A federal judge has cut a Boston University student’s illegal file-sharing fine by 90 percent, declaring the original fee “unconstitutionally excessive.”
Last July, a jury decided on a fine of $675,000 against Joel Tenenbaum, a graduate student, for downloading and distributing 30 songs. He filed for a retrial, which resulted in the reduced penalty of $67,500, set by U.S. District Court Judge Nancy Gertner on Friday.
In her 62-page ruling, the judge called the original fine “unprecedented and oppressive” and said it violated the Fifth Amendment’s due-process clause. “There is no question that this reduced award is still severe, even harsh,” she judge.
The Recording Industry Association of America, representing the four major recording labels to which Mr. Tenenbaum owes payment, issued a statement declaring its intention to contest the new ruling: “With this decision, the court has substituted its judgment for that of 10 jurors as well as Congress,” the company wrote.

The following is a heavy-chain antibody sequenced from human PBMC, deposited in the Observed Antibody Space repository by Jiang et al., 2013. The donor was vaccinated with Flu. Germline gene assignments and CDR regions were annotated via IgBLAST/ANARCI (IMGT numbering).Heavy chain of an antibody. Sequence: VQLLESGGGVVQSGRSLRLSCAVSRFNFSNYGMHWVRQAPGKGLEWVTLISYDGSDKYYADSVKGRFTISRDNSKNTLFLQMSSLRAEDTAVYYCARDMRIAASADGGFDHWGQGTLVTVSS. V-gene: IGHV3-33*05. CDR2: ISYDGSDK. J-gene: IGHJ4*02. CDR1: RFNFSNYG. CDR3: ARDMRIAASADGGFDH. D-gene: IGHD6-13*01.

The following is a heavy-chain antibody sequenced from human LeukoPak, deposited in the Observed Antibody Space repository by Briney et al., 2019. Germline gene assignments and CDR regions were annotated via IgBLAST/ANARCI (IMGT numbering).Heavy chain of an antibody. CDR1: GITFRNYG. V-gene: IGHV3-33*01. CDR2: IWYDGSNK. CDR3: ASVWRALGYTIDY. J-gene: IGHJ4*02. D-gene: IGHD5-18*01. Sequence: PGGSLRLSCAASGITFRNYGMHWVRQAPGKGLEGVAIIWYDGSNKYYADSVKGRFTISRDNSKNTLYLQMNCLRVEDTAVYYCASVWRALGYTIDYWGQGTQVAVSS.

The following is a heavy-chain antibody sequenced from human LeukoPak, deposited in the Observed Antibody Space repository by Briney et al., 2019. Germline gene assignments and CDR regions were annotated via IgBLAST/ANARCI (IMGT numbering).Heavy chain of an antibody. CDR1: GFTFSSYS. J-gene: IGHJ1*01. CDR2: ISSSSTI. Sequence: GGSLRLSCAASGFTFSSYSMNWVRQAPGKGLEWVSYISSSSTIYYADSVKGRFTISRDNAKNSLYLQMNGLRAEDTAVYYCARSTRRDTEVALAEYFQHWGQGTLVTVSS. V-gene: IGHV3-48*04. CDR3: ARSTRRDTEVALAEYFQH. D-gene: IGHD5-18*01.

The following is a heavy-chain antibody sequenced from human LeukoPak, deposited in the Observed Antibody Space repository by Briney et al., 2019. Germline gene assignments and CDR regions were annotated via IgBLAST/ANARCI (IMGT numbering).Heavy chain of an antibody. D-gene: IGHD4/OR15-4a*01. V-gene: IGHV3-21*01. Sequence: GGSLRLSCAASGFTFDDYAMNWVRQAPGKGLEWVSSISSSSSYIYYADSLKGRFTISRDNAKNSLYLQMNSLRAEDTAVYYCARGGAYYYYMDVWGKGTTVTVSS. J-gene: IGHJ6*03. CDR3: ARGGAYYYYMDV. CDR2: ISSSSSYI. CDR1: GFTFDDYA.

Mr. Tenenbaum told The Boston Globe that despite the reduction, he remains unable to afford the fee. “It’s basically equally unpayable to me,” he said.
According to JoelFightsBack.com, a Web site established by Mr. Tenenbaum’s lawyer to publicize the case, the student intends to continue pursuing legal action, on the grounds that he was denied a fair trial.